In my previous posts on twitter I have been describing (in general terms, I will do some posts on some of the more technical aspects soon) how I have automated some of my tweets. The system, in brief, tweets scientific articles on a random basis – doing about twenty tweets a day. Each 24 hours, I change the topic so that if people are interested they can just follow me when I am tweeting about a topic that interests them.
INFORMS, in particular, have been very kind to retweet some of my tweets. I have not checked but, I suspect that the articles they retweet are those that are published in INFORMS journals!
This made me think that I should be a little more proactive in telling the publishers what a good job I am doing for them. As I update my database with articles that I tweet, I have started to add a field which indicates which publisher they come from. At the moment, the publishers I have on file are IEEE, INFORMS, Taylor & Francis, Science Direct and Wiley. All of these also have a twitter account, with the exception of Wiley. Well, maybe they do, but I cannot find it.
Over the past couple of days I have been implementing a system that chooses one of these publishers at random and also chooses a time interval to query. For example, it might be the last 3 months, the last 7 days, the last 11 months etc. It is now a simple matter to run an SQL query from PHP to extract how many tweets I have done for that publisher over the relevant time period. I can then format a tweet so that it says something like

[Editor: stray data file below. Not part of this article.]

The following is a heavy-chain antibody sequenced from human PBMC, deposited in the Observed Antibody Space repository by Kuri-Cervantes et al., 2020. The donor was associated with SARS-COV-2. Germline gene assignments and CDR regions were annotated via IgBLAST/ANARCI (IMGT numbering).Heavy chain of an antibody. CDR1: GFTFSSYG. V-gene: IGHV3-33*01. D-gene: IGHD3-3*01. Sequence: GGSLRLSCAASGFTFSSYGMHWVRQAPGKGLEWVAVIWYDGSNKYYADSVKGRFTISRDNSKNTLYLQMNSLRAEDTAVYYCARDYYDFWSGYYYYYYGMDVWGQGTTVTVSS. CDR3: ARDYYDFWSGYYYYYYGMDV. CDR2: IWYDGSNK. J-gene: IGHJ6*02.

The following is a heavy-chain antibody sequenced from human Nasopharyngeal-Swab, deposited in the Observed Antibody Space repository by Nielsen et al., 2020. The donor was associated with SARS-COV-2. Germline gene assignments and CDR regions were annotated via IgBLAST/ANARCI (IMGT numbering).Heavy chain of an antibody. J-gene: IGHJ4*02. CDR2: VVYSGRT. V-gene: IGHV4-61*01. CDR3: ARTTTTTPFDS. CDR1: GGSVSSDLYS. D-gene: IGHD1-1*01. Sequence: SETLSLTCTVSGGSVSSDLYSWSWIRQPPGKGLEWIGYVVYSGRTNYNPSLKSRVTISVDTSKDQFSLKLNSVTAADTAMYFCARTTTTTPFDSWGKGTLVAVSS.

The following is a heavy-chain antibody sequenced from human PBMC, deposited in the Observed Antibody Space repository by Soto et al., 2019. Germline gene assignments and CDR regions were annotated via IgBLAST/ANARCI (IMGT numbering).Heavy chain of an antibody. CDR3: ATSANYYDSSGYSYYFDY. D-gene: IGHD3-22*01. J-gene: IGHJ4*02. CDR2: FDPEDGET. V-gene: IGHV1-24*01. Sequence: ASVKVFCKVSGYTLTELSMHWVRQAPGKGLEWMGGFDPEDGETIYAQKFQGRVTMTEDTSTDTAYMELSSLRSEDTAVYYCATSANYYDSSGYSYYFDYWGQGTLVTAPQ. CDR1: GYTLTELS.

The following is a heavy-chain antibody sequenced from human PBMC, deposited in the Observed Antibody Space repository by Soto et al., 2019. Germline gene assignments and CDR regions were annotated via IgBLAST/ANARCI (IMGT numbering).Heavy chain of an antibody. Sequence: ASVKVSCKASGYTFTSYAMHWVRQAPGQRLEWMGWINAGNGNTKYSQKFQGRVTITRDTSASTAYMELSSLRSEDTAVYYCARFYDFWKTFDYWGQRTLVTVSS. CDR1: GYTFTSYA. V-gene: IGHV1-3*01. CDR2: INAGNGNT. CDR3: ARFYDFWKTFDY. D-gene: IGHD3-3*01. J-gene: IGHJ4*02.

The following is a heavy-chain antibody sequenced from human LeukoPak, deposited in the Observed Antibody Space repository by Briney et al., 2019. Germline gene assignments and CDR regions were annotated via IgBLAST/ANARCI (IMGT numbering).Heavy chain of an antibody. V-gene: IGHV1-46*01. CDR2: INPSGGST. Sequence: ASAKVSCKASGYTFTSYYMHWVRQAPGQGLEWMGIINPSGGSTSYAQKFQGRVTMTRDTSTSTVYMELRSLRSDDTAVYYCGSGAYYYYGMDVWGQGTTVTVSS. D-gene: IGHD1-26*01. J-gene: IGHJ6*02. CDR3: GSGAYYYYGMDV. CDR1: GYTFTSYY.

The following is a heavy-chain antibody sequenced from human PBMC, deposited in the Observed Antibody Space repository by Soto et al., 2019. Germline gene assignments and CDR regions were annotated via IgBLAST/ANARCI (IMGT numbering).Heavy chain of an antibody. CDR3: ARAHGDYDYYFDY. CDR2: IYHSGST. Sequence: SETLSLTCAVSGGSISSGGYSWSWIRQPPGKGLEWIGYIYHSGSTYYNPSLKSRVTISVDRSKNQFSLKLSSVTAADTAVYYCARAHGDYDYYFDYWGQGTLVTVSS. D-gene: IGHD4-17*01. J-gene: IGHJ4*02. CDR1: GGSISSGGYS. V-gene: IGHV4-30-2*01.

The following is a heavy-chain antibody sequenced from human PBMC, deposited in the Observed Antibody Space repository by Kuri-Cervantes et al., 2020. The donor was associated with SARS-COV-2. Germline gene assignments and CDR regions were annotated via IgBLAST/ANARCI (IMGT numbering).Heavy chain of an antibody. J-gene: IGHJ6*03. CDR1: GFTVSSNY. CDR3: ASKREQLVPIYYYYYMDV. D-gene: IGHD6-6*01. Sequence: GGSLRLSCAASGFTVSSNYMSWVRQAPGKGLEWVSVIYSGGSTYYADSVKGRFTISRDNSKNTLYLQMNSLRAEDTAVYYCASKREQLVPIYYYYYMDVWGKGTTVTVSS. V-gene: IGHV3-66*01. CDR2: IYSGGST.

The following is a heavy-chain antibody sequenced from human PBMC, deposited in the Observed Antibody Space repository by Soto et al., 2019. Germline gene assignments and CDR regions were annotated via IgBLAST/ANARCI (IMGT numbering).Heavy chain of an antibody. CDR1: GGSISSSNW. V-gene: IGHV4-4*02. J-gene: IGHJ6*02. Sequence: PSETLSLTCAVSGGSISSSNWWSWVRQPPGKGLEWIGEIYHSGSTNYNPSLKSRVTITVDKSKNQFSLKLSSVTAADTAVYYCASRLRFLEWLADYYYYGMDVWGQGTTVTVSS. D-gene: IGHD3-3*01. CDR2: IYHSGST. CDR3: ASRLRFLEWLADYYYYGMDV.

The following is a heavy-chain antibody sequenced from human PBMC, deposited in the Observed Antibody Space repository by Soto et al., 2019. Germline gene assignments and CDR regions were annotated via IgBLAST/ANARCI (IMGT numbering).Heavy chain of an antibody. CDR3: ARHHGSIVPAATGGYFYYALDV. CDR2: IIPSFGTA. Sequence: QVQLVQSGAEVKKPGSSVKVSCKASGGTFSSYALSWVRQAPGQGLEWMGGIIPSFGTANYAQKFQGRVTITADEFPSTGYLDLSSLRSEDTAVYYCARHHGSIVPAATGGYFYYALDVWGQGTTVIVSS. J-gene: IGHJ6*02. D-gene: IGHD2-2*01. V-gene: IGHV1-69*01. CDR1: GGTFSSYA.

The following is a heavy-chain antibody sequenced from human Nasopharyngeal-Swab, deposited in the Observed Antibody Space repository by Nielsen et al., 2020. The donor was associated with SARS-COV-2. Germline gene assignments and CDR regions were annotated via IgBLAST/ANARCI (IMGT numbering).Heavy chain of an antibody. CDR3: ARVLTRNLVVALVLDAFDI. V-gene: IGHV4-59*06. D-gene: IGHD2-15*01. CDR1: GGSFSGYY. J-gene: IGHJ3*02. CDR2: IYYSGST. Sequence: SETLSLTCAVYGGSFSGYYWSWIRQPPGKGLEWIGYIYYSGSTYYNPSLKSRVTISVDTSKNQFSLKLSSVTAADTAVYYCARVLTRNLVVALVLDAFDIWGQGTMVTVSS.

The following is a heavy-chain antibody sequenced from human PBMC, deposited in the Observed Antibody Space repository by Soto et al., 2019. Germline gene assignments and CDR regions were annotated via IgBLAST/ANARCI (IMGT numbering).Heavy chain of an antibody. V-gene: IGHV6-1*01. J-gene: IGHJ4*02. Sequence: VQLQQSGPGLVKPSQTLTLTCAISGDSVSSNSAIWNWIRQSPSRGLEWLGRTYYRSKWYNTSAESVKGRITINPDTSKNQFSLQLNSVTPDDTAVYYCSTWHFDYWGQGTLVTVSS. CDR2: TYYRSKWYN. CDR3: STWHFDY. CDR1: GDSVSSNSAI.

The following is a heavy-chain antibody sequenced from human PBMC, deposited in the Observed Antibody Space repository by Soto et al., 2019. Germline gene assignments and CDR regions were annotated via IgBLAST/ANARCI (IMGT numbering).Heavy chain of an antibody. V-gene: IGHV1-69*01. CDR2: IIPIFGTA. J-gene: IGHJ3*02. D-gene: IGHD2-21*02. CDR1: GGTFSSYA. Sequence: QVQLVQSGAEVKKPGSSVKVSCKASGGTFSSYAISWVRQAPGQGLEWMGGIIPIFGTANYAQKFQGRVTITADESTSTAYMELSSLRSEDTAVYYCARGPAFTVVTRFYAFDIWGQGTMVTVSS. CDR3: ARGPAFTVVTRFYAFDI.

@TandFRef You may have noticed us tweeting your papers? We have tweeted 147 of your papers in the last 29 days
I can then use my automatic tweeting system to post the tweet to twitter. To try and keep things looking fresh, the format of the message I post is randomly selected from a number of templates I have defined. Along, with the variation of the intervals I use, I hope that the publishers will find it useful and not too repetitive.
Of course, one of the ideas behind this is to raise my profile with the publishers, and also on twitter generally but, in doing so, I hope that people find the information useful. I am conscious that it could become intrusive though, so I only do a couple of these tweets a day. Hopefully the publishers will not mind. If they do I can, of course, remove them from the service.
In the future, I am thinking of extending the system so that I can tell people how many tweets I have done on (say) vehicle routing in the past n days/months. I could even combine it with the publisher information so that I can tell the publishers how many of their articles I have tweeted over the past few days/months on a given topic. But I’ll let this new system bed in first.